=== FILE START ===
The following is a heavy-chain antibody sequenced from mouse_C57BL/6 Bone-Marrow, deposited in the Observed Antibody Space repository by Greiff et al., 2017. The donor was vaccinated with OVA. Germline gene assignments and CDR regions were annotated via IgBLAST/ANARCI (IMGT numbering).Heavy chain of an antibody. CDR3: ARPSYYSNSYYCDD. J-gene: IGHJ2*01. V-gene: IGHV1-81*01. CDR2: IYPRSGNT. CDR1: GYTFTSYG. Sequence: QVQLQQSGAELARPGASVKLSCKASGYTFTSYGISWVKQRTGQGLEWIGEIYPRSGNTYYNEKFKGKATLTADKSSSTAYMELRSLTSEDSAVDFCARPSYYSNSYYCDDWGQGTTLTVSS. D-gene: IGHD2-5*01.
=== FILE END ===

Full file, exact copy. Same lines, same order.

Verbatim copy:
The following is a heavy-chain antibody sequenced from mouse_C57BL/6 Bone-Marrow, deposited in the Observed Antibody Space repository by Greiff et al., 2017. The donor was vaccinated with OVA. Germline gene assignments and CDR regions were annotated via IgBLAST/ANARCI (IMGT numbering).Heavy chain of an antibody. CDR3: ARPSYYSNSYYCDD. J-gene: IGHJ2*01. V-gene: IGHV1-81*01. CDR2: IYPRSGNT. CDR1: GYTFTSYG. Sequence: QVQLQQSGAELARPGASVKLSCKASGYTFTSYGISWVKQRTGQGLEWIGEIYPRSGNTYYNEKFKGKATLTADKSSSTAYMELRSLTSEDSAVDFCARPSYYSNSYYCDDWGQGTTLTVSS. D-gene: IGHD2-5*01.